Q. Right now, Cedar Fair is a publicly-traded company. If they are acquired by Apollo, it is going to take them private. What kind of changes are at least possible or even likely in such a scenario?

A. They will look at how Cedar Fair is run. What private equity firms usually do is, they look in to see whether there are some opportunities to cut costs and to run more efficiently. If there are, they will do that. That sometimes means job losses in the short run, but it varies. They will also look for opportunities where they might make investments.

Q. One of the reasons that Cedar Fair was listening to offers was that they have a really big debt load right now. Part of the deal is that Apollo is going to assume all of that debt load. The way Cedar Fair has explained it to me, they needed someone who can help them refinanance and take care of that.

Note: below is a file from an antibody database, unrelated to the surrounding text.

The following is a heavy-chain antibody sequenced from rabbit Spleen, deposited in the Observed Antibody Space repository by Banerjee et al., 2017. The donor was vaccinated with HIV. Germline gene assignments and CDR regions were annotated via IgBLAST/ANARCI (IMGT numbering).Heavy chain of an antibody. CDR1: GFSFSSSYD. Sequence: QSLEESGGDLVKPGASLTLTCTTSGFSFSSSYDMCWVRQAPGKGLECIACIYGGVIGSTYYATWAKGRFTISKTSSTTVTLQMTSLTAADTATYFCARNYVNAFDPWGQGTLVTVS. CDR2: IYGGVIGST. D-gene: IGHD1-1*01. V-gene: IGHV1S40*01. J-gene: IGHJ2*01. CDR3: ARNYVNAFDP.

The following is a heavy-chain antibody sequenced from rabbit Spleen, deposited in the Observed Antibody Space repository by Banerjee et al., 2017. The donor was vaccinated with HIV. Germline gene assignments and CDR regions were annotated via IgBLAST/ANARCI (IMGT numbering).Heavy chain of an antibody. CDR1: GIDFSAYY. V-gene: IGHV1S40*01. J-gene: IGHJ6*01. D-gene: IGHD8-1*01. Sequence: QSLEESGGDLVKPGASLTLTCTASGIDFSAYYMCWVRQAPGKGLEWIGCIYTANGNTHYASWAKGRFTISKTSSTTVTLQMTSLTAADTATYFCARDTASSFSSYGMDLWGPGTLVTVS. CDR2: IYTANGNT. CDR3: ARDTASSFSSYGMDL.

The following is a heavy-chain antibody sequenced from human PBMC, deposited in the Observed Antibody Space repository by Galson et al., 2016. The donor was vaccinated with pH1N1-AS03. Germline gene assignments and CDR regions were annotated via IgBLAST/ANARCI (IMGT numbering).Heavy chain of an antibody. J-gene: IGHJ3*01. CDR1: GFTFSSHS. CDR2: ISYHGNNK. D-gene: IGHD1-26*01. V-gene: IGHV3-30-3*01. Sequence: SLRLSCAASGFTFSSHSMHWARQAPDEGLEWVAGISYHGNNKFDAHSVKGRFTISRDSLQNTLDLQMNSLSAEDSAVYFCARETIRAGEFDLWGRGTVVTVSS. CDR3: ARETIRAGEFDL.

A. That's the third thing these firms do. This is what Apollo has more of a reputation for doing, is restructuring debt. There you wouldn't see much of an effect on the core business. So business would go on, and what Apollo would be doing would be financially engineering the capital structure so that the company has more room to operate, and wait for the economy to pick up. In that case, you would not see a whole lot change in the immediate short run, other than they would figure out a way to restructure the debt. That's something that Apollo in particular has a reputation for and expertise in doing.

Q. That sounds like good news. Professor Kaplan, the current CEO at Cedar Fair, Dick Kinzel, has been promised he is going to stay on as CEO and run the day-to-day affairs of the company. Some of the people I've interviewed are kind of skeptical. They say that with ownership comes management, and we shouldn't take those assurances too seriously.

A. I think that's correct. Once the private equity firm owns the company, they control the company.

I think if they told the CEO they're sticking with him initially, they probably are.

If he delivers, if the company performs well, he will stay. My guess is that if the company doesn't perform well, then he will not stay.